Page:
Ruins seem to factor a staggering number of different gaming scenarios. Whether you (or your potential enemies) choose to camp in or on the ruins, explore them and find some secret passageway leading to adventure, use ruins as high ground in a battle, or use them in some other way, they seem to show up in every fantasy campaign at some point and even a few science fiction or modern campaigns as well.
If you want to get picky, ruins can sometimes get overused. Check out TVTropes.org for some examples to avoid… Have you seen The Ruins? Or maybe you injected some ruins into your campaign but didn’t think about *why* they were there in the first place (see Ruins for Ruins’ Sake)? Or possibly there’s that one guy (or gal) who’s dancing in the ruins like they’re happy the place is gone (see Dancin’
in the Ruins)… The ways they get used in books, film, television, games, and RPG campaigns vary widely.
But it all boils down to one thing: having a cool place to set a scene. Regardless of what brought you there in the first place, having a way to describe what the characters see and not having everything use the same boring description (“rubble everywhere,” “fallen columns litter the landscape,” “walls outline what used to be rooms…”) becomes VERY important. And that’s where Wilderness Dressing: Ruins comes in from designer John Bennett and Raging Swan Press. This short (14 page PDF, 7 pages content) supplement offers descriptions of small ruins and large ones, plus adds ways to help dress them up further.
Table A (Small Ruins) and Table B (Large Ruins) collectively offer 100 different descriptions you can easily adapt into an encounter location. Some are simple and direct like suggesting that a farmhouse was dumped into a small hole (screams tornado to me, but could just as easily have been a giant) while others are more freaky like finding four obsidian pillars at bizarre angles and covered with arcane symbols, claw, and bite marks. Each of those has detail I could quickly create an encounter around. The scope is different between the two tables, which is great. And it’s not just size, but the context of seeing whole towns or large complexes in ruin vs. smaller locations.
If that’s not enough to inspire you, Table C (Ruins Dressing) offers one hundred additional bits to toss in for good measure. Imagine if your PCs hear a sudden cry of pain that stops short and is followed by laughter. Or what happens when your players realize that night has lasted twice as long as it was supposed to while they’re resting. Though the broader details of the ruins are great for inspiring locations, I find the little details even more compelling and challenging.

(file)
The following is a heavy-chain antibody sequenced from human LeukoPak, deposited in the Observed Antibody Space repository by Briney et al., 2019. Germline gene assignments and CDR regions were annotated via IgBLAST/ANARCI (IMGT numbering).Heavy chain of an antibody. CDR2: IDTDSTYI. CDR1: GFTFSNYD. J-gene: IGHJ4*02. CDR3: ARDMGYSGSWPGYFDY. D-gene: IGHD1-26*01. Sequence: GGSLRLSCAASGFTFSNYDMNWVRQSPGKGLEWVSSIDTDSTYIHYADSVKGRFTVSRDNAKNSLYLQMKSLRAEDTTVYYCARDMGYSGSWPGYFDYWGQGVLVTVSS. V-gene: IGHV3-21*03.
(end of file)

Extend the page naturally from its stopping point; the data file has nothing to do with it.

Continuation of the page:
And lastly you get a collection of six “Haunts” offering CRs of 2 to 8 to add to the fun. Why not collapse the ruins while the PCs are walking through or send a ghostly visage screaming through the empty streets to rattle them? Nice ideas, though I wish there were more of them.
My one gripe with the supplement is that it doesn’t offer some ideas on *why* the ruins were there in the first place. It’s one thing to describe a place that must have been spectacular at one time, but what happened to make it fall into disrepair? Was there a war? Some disease, pestilence, or famine that drove people away? Did bandits or monsters move in to displace the original people? People don’t build ruins. They build livable spaces for use. So what was that use and how did it get from used to ruined? I would like to see an additional table for “reasons for the ruins” to at least offer some ideas an enterprising GM could build from.
Even so, I think Wilderness Dressing: Ruins offers some solid ideas in a compact package and fits in nicely with the rest of the series. More great work to help inspire GMs to greater things.
For more about Wilderness Dressing: Ruins, check out…
- … the product page at the Raging Swan Press website.
- … the book at DriveThruRPG.
- … or check out Creighton’s Raging Swan and gaming blog for details on this and other products.